On June 2, they made a routine stop in Cam Ranh International Port in Vietnam, and who should come aboard but Sen. John McCain. He had been held as a POW in Vietnam for five years, and these decades later he was back there, visiting the ship that had been named after his father and grandfather. He understood that these sailors were not just seeing, but showing.
“People all over America are grateful that you are here far away from home, far away from your loved ones, representing the United States of America,” he was quoted saying.
The senator continued on to a future that would include a diagnosis of a brain tumor and a dramatic moment at the Capitol. Truesdale left the Navy but stayed in touch with his shipmates. He had no foreboding about what their future might hold, even after seven sailors died aboard the USS Fitzgerald on June 16. He would have a simple answer when asked if he thought such a tragedy could also befall the USS John S. McCain.
“No, I didn’t,” he said.
In the aftermath of the second tragedy, Adm. Joseph Aucoin was removed as commander of the Seventh Fleet. The question of what went wrong remained.
“During the last 69 days, the USS Fitzgerald (DDG 62) and the USS John S. McCain (DDG 56) were involved in two separate major collision with commercial vessels while operation in the Seventh Fleet AOR [area of responsibility],” Vice Chief of Naval Operations Adm. William Moran said in an Aug. 24 memorandum. “Recent events indicate these tragic incidents are not limited occurrences but part of a disturbing trend.”
Some suspect the Maritime Automatic Identification System—AIS—that commercial ships use to transmit their position and course may have played a role in the larger tragedies. The military often does not use the system, as anybody with a particular Google app could detect their presence. The app does show what may also have been a factor: the amount of commercial shipping traffic in that part of the world.
When the names of the one confirmed dead and the nine who remained missing were released, everything you learned about them made it seem less likely that the crew of the USS John S. McCain had been a significant factor. Each sailor was more admirable than the next.
The one confirmed death was 22-year-old Electronics Technician 3rd Class Kenneth A. Smith. He was a third-generation sailor who wrote science fiction in his free time. His father, Daryl Smith, a Navy officer, issued a statement that said in part:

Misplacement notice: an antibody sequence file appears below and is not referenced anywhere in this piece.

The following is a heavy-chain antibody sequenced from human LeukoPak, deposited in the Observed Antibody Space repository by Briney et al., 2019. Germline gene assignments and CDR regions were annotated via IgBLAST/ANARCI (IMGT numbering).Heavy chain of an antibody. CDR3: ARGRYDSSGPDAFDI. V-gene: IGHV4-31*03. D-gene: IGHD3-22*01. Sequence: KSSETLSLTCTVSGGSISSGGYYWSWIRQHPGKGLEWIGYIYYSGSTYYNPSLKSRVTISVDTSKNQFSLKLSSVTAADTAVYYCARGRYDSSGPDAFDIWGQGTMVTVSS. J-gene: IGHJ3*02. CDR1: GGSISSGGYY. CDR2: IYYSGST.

“Kenneth was a great young man, son, and Sailor. He truly loved his family, the Navy, and his shipmates. I am incredibly proud of his service to our country. He will be greatly missed and I am thankful we had 22 wonderful years together.”
The father went on in true Navy fashion: “As we mourn Kenneth, we would like to recognize and thank so many people for their efforts and support, especially the brave crew of USS John S. McCain, and all the search and rescue personnel who are still hard at work with a difficult task… Most important we ask you to keep in your thoughts and prayers all the families and friends of those affected by this tragedy.”
The mother of another of the missing, 20-year-old Electronics Technician 3rd Class John Hoagland, told the press that her son loved the Navy and would not have wanted to serve in any other branch of the military.
“He sends me pictures of just water,” the mother, Cynthia Kimball, said.
A close friend of the carefree and careful Kevin Bushell said his smiling photo carries a message even for people who did not know him.
“Be reminded to smile all the time, find the silver lining in every cloud, laugh harder, party like a rock star, love each other more than you ever thought possible, and live every minute like it is a gift,” the friend, Stephen Townes, posted on Facebook.
Townes went on, “Still praying for a miracle for you and your family, love you like a brother and wish like hell I would have found a way to say that to you more often.”
Truesdale told himself that there might still be hope for Doyon and his missing comrades.
"I don’t want to believe until I know for sure,” he told The Daily Beast. “I’m just keeping my prayers up and my condolences keep going to the families.”
And the Navy is investigating.